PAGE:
Why did no one warn me musicals were so addictive?
It’s the weekend. I’m in the kitchen. I have some writing to finish. ‘Will you stop singing?’ my wife asks. ‘I’m working’ I say. ‘So, why are you singing then? It sounds like you’re killing the cat’. In the background, Dorothy’s following the yellow brick road at full tilt. Alexa! Stop! I shout. Alexa stops. Dorothy stops. ‘Just don’t be so bloody enthusiastic then’ my wife says, as she exits the madhouse.
This weeks track submission is a tough one. It’s a song from a musical. I’m in the kitchen because that’s where Alexa lives, and I’d really hoped that she could help me out a little in the inspiration department. There’s a problem though. Musicals are so addictive that I’ve just spent half the morning singing along to 'Musicals Greatest Hits Vol 1-3'. This has not been helpful. My deadline’s a distant memory, and all I have so far is a pressing requirement for throat lozenges.
I think I’m going to stick with the Wizard of Oz thing a little longer. I know I used it last week too, but it’s such a powerful allegory, full of little hidden meanings and large conspiracy theories. And, just like Dorothy’s friends, the writer of a musical is also basically searching for the same three things; cleverness (brains), emotion (heart), and the nerve to do something excitingly creative (courage).
The art of telling stories through song is probably as old as my next door neighbour Mr. Jones. Yes, it’s true. Right from the days of ye olde worlde minstrel, by way of a thousand jaunty singer-songwriters, hundreds of opulently oversized opera singers, and of course 'Ubiquitous Lloyd Webber' there’s always been someone somewhere telling tales set to music.
So, let’s crack on. Robert Maitland’s musical extravaganza ‘Taking Care Of Business’ is set in a post-war 1947 Edinburgh. It’s the year of the very first international music festival. Global conflict is over, a new era of hope is dawning, and the spirit of God is again moving upon the water. However, darker forces are abroad at the city’s newest nightclub TCB’s: where love, hate, and revenge are the heady cocktails on offer.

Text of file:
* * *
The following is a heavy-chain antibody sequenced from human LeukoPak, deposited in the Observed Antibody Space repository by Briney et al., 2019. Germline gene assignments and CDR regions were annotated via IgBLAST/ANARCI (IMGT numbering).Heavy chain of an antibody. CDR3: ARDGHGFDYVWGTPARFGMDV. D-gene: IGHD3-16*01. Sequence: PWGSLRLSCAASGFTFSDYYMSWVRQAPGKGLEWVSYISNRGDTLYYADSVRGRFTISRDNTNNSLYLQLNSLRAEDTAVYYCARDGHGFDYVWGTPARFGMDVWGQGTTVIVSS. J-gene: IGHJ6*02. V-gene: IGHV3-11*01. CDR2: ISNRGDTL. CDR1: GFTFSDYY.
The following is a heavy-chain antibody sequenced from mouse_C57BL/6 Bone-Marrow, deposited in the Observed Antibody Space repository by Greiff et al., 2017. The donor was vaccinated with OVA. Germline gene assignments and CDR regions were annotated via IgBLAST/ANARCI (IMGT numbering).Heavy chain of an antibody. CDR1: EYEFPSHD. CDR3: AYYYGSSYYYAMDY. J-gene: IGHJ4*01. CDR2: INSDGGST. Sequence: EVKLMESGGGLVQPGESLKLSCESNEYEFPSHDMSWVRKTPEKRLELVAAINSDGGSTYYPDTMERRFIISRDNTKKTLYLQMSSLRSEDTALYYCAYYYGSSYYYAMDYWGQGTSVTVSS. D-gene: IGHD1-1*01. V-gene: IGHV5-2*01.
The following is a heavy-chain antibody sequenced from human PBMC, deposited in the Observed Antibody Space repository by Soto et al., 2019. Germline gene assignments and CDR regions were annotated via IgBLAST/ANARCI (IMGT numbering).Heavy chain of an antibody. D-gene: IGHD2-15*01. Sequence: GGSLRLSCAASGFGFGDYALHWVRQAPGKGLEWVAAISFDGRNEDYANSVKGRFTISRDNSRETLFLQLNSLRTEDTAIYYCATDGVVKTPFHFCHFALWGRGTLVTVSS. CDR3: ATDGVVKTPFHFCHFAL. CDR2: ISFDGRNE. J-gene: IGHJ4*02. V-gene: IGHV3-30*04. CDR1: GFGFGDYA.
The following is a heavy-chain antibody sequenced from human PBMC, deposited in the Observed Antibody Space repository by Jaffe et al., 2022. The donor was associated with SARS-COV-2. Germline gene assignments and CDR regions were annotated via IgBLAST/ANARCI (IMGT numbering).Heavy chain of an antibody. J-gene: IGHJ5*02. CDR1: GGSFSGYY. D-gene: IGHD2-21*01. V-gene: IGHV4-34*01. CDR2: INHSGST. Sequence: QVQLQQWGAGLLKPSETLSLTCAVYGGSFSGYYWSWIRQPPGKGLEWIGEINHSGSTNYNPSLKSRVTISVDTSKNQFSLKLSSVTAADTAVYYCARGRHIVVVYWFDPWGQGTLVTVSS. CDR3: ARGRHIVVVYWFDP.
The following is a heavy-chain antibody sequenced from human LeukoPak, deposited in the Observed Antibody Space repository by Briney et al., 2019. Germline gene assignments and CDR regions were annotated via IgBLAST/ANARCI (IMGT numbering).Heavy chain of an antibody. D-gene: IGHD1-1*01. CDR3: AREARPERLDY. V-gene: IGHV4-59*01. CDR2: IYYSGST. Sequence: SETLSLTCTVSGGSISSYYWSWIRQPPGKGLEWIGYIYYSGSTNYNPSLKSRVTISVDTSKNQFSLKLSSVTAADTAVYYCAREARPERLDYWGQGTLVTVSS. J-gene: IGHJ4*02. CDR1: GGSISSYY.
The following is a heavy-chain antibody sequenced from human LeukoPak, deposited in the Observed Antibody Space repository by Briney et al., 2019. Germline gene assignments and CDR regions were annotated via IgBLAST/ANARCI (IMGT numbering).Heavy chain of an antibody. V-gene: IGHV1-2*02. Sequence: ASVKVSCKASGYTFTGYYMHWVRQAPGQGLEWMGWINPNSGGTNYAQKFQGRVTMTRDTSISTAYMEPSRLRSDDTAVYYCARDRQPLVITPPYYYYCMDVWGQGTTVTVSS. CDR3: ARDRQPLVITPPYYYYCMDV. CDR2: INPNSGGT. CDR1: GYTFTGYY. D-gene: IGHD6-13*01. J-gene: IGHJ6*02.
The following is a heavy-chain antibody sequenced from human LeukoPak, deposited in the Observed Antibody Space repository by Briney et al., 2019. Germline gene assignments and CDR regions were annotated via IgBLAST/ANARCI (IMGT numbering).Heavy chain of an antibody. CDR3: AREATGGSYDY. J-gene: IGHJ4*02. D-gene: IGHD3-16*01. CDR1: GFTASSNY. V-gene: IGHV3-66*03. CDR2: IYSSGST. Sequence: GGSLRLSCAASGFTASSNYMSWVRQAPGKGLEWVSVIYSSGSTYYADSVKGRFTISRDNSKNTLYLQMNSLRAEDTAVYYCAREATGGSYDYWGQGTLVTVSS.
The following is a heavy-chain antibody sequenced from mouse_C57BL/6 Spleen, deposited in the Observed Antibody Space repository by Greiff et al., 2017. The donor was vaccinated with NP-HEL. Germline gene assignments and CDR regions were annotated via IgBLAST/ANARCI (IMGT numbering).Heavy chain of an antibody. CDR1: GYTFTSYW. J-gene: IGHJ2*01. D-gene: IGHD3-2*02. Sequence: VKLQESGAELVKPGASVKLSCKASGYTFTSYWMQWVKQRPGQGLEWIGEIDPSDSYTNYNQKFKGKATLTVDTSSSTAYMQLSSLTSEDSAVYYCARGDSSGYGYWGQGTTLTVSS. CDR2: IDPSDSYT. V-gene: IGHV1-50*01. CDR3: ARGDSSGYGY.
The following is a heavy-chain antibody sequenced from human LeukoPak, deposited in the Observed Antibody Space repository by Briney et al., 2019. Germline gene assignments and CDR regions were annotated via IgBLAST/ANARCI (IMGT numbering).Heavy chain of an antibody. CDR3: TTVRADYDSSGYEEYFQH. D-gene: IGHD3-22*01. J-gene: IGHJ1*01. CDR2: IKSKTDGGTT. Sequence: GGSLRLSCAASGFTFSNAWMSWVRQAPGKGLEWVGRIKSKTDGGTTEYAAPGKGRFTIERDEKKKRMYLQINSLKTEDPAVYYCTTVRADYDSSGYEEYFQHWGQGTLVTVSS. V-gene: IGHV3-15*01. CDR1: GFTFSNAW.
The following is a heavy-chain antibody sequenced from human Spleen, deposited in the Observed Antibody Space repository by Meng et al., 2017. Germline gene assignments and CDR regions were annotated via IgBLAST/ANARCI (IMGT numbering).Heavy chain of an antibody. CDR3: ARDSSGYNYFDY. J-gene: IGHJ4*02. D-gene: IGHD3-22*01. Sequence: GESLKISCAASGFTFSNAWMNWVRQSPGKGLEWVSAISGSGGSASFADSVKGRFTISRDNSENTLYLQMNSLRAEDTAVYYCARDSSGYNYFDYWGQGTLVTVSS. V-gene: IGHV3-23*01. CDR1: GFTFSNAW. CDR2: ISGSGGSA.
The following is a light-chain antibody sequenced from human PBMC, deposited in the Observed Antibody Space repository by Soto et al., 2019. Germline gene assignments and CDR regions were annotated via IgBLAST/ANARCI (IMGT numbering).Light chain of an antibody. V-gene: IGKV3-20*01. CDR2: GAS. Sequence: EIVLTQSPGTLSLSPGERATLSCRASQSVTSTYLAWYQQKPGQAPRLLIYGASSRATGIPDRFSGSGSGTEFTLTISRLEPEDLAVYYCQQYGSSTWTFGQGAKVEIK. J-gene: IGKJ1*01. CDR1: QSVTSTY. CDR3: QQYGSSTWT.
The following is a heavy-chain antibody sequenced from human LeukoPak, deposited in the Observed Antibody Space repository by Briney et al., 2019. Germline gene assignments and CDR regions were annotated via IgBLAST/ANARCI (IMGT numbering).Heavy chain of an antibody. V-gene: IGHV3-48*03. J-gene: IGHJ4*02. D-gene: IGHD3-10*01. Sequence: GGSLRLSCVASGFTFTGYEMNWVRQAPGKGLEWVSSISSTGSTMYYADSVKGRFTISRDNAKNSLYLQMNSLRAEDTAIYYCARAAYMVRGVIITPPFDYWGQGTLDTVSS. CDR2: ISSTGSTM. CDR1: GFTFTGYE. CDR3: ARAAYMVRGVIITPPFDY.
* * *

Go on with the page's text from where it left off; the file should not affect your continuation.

’Surprised’ is the work’s torch song. It’s an account of long-hoped-for love arriving unexpectedly and out of the blue: fragile, yet powerful and full of promise. The potential of new beginnings are mirrored both in the song and in the setting: it's a brave new world, whether personal or political.
Surprised beyond all expectations, unprepared for the body blow.
Unaware that the day would bring me, the love I came to know.
But there it was in a moment, what a beautiful surprise.
Seeing all that lay before me, dancing in your eyes.
There’s some skill involved in writing hooks and memorable melodies: and more so when weaving them into the fabric of a coherent and captivating story. A timeless moment of musical magic, this song is testament to such skill. It’s also testament to that priceless moment in your life when you realise that a person you love feels the same way too.
The singer on this track is Laura Donnelly, of Glasgow band Laki Mera, a sort of downtempo precursor of another Glasgow band Chvrches. The band were working on Robert’s demos when serendipity struck and wizardry won the day.